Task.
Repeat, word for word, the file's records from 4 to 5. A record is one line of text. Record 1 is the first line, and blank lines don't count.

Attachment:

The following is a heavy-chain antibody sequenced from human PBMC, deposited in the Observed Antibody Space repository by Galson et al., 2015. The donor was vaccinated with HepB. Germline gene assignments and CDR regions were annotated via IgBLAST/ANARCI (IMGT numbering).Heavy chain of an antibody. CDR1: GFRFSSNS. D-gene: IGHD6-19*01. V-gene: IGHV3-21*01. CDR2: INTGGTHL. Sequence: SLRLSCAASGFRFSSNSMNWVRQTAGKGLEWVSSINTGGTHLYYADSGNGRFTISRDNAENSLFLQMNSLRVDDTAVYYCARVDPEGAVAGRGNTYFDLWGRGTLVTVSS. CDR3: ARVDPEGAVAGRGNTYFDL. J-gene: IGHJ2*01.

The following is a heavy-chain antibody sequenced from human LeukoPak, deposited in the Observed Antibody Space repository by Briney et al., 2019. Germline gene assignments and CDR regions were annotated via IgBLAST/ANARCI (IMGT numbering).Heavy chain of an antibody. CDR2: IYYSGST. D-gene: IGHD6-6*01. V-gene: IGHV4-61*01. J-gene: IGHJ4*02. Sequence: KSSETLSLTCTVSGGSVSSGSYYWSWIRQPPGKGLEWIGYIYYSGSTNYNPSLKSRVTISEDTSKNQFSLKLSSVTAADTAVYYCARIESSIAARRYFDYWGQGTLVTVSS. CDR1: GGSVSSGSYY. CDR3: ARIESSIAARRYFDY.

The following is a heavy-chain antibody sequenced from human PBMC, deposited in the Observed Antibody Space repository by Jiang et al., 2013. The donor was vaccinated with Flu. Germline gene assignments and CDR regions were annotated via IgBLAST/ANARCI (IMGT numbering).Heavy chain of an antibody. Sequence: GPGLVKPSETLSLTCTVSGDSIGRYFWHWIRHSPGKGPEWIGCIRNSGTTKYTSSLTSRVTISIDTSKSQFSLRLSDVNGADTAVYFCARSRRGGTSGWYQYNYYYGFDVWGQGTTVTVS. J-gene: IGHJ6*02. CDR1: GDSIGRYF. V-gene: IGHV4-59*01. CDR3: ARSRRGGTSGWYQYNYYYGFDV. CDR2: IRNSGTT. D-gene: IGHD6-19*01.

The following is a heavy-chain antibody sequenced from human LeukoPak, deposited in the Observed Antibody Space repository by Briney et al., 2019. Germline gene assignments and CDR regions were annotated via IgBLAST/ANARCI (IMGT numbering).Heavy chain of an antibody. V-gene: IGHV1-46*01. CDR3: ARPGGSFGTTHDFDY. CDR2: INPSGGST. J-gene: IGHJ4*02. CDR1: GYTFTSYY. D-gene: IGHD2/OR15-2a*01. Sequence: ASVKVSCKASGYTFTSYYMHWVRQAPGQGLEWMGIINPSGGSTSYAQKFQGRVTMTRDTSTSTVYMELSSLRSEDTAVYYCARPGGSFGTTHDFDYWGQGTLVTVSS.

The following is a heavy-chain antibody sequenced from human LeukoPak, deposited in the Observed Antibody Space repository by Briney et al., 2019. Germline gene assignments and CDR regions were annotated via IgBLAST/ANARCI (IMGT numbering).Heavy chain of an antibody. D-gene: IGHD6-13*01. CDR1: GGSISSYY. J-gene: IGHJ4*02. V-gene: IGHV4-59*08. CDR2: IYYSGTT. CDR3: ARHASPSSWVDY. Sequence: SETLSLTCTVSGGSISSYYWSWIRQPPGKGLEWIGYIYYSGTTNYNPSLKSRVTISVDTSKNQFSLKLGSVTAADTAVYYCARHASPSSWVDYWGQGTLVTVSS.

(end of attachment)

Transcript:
The following is a heavy-chain antibody sequenced from human LeukoPak, deposited in the Observed Antibody Space repository by Briney et al., 2019. Germline gene assignments and CDR regions were annotated via IgBLAST/ANARCI (IMGT numbering).Heavy chain of an antibody. V-gene: IGHV1-46*01. CDR3: ARPGGSFGTTHDFDY. CDR2: INPSGGST. J-gene: IGHJ4*02. CDR1: GYTFTSYY. D-gene: IGHD2/OR15-2a*01. Sequence: ASVKVSCKASGYTFTSYYMHWVRQAPGQGLEWMGIINPSGGSTSYAQKFQGRVTMTRDTSTSTVYMELSSLRSEDTAVYYCARPGGSFGTTHDFDYWGQGTLVTVSS.

The following is a heavy-chain antibody sequenced from human LeukoPak, deposited in the Observed Antibody Space repository by Briney et al., 2019. Germline gene assignments and CDR regions were annotated via IgBLAST/ANARCI (IMGT numbering).Heavy chain of an antibody. D-gene: IGHD6-13*01. CDR1: GGSISSYY. J-gene: IGHJ4*02. V-gene: IGHV4-59*08. CDR2: IYYSGTT. CDR3: ARHASPSSWVDY. Sequence: SETLSLTCTVSGGSISSYYWSWIRQPPGKGLEWIGYIYYSGTTNYNPSLKSRVTISVDTSKNQFSLKLGSVTAADTAVYYCARHASPSSWVDYWGQGTLVTVSS.